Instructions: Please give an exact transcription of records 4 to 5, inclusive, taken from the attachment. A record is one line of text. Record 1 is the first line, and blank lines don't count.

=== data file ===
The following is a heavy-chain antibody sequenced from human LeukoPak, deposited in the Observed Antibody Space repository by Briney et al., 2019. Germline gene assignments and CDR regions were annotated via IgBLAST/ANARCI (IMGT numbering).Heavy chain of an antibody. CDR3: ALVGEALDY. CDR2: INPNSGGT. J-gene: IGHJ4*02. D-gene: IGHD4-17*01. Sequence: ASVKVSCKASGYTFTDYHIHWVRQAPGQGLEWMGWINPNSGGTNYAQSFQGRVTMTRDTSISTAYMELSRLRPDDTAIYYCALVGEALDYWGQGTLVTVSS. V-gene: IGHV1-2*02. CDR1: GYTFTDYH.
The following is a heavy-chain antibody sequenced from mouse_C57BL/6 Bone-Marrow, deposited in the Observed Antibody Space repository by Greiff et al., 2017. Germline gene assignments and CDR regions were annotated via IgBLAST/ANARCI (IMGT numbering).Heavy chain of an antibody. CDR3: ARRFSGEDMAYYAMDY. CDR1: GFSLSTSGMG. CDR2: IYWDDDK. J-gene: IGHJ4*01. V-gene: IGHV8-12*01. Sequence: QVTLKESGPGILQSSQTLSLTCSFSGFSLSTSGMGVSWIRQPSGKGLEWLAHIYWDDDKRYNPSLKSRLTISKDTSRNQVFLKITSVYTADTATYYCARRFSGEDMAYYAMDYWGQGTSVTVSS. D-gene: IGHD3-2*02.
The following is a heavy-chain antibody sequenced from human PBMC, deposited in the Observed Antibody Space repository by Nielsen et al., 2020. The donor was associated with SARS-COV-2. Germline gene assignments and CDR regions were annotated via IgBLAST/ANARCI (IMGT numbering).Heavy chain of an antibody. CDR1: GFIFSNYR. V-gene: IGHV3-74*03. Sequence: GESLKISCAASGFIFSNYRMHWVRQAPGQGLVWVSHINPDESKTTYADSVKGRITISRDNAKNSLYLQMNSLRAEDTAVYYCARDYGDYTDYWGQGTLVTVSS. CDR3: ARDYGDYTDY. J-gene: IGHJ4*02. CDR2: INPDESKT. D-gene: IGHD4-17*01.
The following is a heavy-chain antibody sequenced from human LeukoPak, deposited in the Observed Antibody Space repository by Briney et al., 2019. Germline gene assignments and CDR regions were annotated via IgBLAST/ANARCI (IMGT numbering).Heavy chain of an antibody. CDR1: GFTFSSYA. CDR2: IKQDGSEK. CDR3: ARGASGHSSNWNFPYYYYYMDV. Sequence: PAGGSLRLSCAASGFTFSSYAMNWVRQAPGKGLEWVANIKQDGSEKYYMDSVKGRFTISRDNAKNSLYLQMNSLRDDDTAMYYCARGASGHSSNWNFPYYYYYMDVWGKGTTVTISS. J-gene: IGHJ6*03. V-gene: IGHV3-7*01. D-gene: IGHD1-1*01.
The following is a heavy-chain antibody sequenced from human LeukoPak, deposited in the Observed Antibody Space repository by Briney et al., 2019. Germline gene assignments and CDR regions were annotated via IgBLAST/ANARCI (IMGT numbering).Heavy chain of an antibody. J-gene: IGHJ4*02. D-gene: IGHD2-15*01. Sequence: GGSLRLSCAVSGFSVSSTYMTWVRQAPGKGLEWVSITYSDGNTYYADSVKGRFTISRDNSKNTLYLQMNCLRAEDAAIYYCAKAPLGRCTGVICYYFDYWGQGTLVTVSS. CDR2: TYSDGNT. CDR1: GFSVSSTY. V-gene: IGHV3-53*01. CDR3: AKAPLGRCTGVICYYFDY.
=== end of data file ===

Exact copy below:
The following is a heavy-chain antibody sequenced from human LeukoPak, deposited in the Observed Antibody Space repository by Briney et al., 2019. Germline gene assignments and CDR regions were annotated via IgBLAST/ANARCI (IMGT numbering).Heavy chain of an antibody. CDR1: GFTFSSYA. CDR2: IKQDGSEK. CDR3: ARGASGHSSNWNFPYYYYYMDV. Sequence: PAGGSLRLSCAASGFTFSSYAMNWVRQAPGKGLEWVANIKQDGSEKYYMDSVKGRFTISRDNAKNSLYLQMNSLRDDDTAMYYCARGASGHSSNWNFPYYYYYMDVWGKGTTVTISS. J-gene: IGHJ6*03. V-gene: IGHV3-7*01. D-gene: IGHD1-1*01.
The following is a heavy-chain antibody sequenced from human LeukoPak, deposited in the Observed Antibody Space repository by Briney et al., 2019. Germline gene assignments and CDR regions were annotated via IgBLAST/ANARCI (IMGT numbering).Heavy chain of an antibody. J-gene: IGHJ4*02. D-gene: IGHD2-15*01. Sequence: GGSLRLSCAVSGFSVSSTYMTWVRQAPGKGLEWVSITYSDGNTYYADSVKGRFTISRDNSKNTLYLQMNCLRAEDAAIYYCAKAPLGRCTGVICYYFDYWGQGTLVTVSS. CDR2: TYSDGNT. CDR1: GFSVSSTY. V-gene: IGHV3-53*01. CDR3: AKAPLGRCTGVICYYFDY.